September 16, 2010
Placebo Effect Significantly Improves Female Sexual Satisfaction
Many women with low sex drives reported greater sexual satisfaction after taking a placebo, according to new psychology research from The University of Texas at Austin and Baylor College of Medicine.
The study was conducted by Cindy Meston, a clinical psychology professor at The University of Texas at Austin, and Andrea Bradford, a 2009 University of Texas at Austin graduate and postdoctoral fellow in the Department of Family and Community Medicine at Baylor College of Medicine. They found that opening a new line of communication about sex can have a positive effect in many women with low libidos.
The findings, available online in the Journal of Sexual Medicine, show that on average, one in three of the women who took a placebo showed an overall improvement. Most of that improvement seemed to happen during the first four weeks.
Symptom changes were measured by the frequency of satisfying sexual encounters that the women reported during the treatment. Many women reported they received more stimulation during sexual activity while they participated in the trial, even though their partners were not given any special instructions.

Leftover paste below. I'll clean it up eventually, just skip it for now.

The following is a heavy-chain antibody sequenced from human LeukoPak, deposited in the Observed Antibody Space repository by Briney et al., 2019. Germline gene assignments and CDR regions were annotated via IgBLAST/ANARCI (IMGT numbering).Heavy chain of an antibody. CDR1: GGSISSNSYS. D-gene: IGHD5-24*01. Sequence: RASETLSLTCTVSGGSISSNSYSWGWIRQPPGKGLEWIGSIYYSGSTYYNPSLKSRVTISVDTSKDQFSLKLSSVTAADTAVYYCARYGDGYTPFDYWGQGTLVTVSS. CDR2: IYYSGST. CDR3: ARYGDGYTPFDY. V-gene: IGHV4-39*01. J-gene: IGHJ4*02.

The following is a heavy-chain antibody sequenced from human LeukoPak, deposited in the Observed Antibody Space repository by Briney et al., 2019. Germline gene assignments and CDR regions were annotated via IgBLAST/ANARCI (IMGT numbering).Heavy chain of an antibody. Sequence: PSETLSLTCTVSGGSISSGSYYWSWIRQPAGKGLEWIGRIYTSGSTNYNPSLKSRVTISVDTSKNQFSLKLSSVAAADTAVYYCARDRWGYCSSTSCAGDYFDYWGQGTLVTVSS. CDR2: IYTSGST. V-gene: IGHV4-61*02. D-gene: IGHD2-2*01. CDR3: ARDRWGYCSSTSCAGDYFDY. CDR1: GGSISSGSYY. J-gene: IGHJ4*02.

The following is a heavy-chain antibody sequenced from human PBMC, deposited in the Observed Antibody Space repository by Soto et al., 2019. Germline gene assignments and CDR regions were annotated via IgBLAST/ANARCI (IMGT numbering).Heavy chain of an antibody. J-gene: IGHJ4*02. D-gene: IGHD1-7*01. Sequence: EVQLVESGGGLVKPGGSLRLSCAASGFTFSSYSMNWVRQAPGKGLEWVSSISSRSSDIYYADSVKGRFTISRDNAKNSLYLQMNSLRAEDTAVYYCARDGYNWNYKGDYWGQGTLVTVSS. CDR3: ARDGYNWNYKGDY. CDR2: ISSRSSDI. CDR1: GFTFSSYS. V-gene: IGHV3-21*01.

All women taking the placebo talked to a health provider about their difficulties and monitored their sexual behaviors and feelings regularly.
"The findings from our study show how a woman's expectations to improve sexually can have a substantial positive effect on her sexual well-being without any actual drug treatment," Meston says. "Expecting to get better and trying to find a solution to a sexual problem by participating in a study seems to make couples feel closer, communicate more and even act differently towards each other during sexual encounters."
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